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The origin of the name Barbados is unclear.

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In Barbados and the rest of the British West Indian colonies, full emancipation from slavery was preceded by an apprenticeship period that lasted six years.

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Fluctuations in tourist arrivals has a direct effect on the Barbados economy.

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By 1949, governmental control was wrested from the planters and, in 1958, Adams became Premier of Barbados.

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The Barbados national football team, nicknamed Bajan Pride, is the national team of Barbados and is controlled by the Barbados Football Association.

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After years of peaceful and democratic progress, Barbados finally became an independent state within the Commonwealth of Nations on November 30, 1966, with Errol Barrow its first Prime Minister.

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Barbados was best known for the Flying Fish which at one time more heavily inhabited the warm waters around the island.

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The major political problems facing Barbados today are in promoting economic growth: Creating jobs, encouraging agricultural diversification, attracting small industry, and promoting tourism.

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Barbados is currently a chief destination for emigrants from the South American nation of Guyana.

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One of the most highly regarded cricket players of all time, Sir Garfield Sobers, is a Barbados native.

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The largest and most important festival in Barbados is Crop Over, which celebrates the end of the sugarcane harvest.

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The political system is dominated by two main parties, the Barbados Labour Party and the Democratic Labour Party.

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The southern and western coasts of Barbados are popular, with the calm light blue Caribbean Sea and their fine white and pinkish sandy beaches.

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Spending in Barbados continues to be one of the immediate problems to the Barbados economy and the island's cash reserves to peg the currency to the US dollar.

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In 1994-1995, Barbados found itself vulnerable to large changes in the earth's weather patterns.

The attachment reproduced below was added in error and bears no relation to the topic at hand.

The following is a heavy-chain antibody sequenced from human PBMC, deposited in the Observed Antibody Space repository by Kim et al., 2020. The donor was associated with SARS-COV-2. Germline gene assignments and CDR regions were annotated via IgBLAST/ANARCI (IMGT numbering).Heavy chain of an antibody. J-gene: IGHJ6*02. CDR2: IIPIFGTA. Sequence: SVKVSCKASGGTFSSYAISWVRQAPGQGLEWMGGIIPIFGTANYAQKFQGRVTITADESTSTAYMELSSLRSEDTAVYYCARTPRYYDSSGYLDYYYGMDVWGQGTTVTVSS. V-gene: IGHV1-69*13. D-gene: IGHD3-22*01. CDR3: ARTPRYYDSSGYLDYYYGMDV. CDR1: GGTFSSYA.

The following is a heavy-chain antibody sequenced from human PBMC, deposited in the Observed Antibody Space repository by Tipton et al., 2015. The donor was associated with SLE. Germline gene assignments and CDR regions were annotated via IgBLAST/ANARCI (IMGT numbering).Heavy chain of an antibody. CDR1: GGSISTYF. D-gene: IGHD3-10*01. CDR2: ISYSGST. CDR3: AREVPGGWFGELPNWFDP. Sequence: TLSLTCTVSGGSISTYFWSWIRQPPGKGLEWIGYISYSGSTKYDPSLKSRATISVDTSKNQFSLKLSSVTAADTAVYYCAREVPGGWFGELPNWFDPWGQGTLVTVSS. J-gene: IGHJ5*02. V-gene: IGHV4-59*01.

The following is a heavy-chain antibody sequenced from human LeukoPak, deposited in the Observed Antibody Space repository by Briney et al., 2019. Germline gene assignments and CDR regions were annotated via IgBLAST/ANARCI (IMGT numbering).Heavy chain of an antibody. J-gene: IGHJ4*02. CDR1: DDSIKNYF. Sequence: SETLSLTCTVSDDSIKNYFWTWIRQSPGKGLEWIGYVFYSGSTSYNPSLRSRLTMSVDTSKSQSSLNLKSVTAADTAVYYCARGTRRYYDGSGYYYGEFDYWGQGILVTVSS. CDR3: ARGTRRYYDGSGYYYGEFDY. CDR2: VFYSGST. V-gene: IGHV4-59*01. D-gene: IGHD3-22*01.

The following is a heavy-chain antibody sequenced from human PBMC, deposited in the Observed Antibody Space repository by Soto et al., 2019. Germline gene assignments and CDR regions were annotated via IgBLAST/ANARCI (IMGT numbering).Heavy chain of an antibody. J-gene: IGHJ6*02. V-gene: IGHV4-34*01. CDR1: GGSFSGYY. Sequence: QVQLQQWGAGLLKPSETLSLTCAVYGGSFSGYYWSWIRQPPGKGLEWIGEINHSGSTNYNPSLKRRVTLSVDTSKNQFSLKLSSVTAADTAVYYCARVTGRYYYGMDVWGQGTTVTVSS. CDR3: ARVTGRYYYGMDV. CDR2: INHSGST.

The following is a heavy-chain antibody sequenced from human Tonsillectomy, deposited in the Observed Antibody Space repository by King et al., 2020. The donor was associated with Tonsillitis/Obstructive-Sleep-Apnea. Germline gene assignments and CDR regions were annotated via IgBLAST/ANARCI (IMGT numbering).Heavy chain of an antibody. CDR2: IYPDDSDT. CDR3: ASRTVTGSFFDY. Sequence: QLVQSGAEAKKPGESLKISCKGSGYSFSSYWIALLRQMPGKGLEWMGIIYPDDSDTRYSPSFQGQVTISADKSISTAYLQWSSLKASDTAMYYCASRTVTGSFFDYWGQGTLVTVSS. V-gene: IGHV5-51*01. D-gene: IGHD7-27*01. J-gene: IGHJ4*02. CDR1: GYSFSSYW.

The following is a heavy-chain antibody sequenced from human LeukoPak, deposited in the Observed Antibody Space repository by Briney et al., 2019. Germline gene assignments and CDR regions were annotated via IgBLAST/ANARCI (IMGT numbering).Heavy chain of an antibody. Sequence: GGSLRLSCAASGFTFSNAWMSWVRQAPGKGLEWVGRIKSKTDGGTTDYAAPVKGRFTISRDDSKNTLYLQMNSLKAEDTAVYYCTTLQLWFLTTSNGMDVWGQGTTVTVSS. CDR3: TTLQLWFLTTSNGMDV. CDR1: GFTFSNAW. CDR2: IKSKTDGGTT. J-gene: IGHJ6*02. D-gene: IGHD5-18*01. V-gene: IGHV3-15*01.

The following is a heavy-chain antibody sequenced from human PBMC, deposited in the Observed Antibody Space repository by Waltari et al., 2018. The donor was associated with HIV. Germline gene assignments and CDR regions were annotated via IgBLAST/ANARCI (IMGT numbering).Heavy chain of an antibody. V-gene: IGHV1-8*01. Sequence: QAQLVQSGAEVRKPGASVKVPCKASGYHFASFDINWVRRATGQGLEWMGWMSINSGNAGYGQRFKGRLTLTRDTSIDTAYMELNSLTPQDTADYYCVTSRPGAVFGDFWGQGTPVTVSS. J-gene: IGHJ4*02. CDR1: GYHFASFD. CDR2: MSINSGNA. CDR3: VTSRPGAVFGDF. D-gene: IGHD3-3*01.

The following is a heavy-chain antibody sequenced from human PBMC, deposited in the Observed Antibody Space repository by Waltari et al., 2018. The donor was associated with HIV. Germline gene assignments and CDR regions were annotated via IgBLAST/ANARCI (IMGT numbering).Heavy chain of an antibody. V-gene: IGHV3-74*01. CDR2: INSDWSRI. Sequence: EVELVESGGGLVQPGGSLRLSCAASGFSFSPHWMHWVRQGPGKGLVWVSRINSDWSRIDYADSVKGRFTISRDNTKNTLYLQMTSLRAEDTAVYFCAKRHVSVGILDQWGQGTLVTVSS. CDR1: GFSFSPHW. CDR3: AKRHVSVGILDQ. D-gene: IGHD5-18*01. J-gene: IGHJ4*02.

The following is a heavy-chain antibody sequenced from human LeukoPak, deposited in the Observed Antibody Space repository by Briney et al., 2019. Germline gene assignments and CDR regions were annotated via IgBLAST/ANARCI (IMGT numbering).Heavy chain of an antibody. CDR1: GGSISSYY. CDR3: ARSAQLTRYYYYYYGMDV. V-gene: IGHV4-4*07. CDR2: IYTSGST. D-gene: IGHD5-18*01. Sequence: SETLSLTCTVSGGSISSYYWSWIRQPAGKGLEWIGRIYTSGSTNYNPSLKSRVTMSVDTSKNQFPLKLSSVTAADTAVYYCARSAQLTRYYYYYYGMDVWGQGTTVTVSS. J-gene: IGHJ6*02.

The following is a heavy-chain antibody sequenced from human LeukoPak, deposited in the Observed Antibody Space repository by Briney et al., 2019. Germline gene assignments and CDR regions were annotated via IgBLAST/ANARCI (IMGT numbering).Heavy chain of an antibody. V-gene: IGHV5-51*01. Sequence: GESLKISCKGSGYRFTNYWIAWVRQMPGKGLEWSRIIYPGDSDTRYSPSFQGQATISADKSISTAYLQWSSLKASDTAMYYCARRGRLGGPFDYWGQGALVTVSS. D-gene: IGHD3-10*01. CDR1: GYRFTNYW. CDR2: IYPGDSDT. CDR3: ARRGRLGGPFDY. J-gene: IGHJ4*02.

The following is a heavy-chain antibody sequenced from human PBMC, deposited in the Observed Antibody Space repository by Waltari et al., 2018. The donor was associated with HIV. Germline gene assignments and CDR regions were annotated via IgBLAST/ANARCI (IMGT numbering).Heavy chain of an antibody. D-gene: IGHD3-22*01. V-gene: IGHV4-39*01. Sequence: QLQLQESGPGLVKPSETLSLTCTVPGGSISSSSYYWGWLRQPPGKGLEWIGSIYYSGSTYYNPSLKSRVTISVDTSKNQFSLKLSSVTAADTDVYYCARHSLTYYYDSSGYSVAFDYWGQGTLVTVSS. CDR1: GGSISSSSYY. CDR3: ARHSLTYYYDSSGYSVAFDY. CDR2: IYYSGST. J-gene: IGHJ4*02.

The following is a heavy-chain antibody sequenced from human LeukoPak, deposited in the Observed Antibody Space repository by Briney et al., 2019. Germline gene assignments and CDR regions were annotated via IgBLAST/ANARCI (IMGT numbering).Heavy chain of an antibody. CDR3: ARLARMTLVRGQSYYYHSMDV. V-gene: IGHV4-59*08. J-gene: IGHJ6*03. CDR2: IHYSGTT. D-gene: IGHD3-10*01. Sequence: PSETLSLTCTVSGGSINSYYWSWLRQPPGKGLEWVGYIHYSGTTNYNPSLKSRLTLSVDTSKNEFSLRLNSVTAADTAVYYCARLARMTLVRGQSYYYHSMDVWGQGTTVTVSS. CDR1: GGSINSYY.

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The music of Barbados is an important part of the country's culture.

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Barbados remains one of the few islands in the Caribbean with an oil/gas field within its territory.

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Under an agreement with neighboring Trinidad and Tobago since the 1990s, the government–owned Barbados National Oil Company allows all crude to be refined via Trinidad and Tobago's booming oil industry.

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The most popular sport on Barbados, its cricket team has won numerous regional matches.

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Barbados has considered the sea surrounding the island a natural resource.

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Oil and gas supplies in Barbados have been considered small and are used most commonly for local consumption to decrease the need to import some of the island's fuel.

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According to accounts by descendants of the aboriginal Arawak tribes on other local islands, the original name for Barbados was Ichirouganaim.

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Nevertheless, Barbados always enjoyed a large measure of local autonomy.

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Barbados is often spared the worst effects of the region's tropical storms and hurricanes during the rainy season as its far eastern location in the Atlantic Ocean puts it just outside the principal hurricane belt.

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Barbados is grouped as an island of the Lesser Antilles, although it is not strictly a part of the Lesser Antilles due to its different geological formation.

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The modern descendants of this original slave population are sometimes derisively referred to as Red Legs, or locally "ecky becky," and are some of the poorest inhabitants of modern Barbados.

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One of the leaders of this movement, Sir Grantley Adams, founded the Barbados Labour Party, then known as the Barbados Progressive League, in 1938.

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Progress toward a more democratic government in Barbados was made in 1942, when the exclusive income qualification was lowered and women were given the right to vote.

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Barbados is relatively close to the South American continent, around 434 kilometers (270 miles) northeast of Venezuela.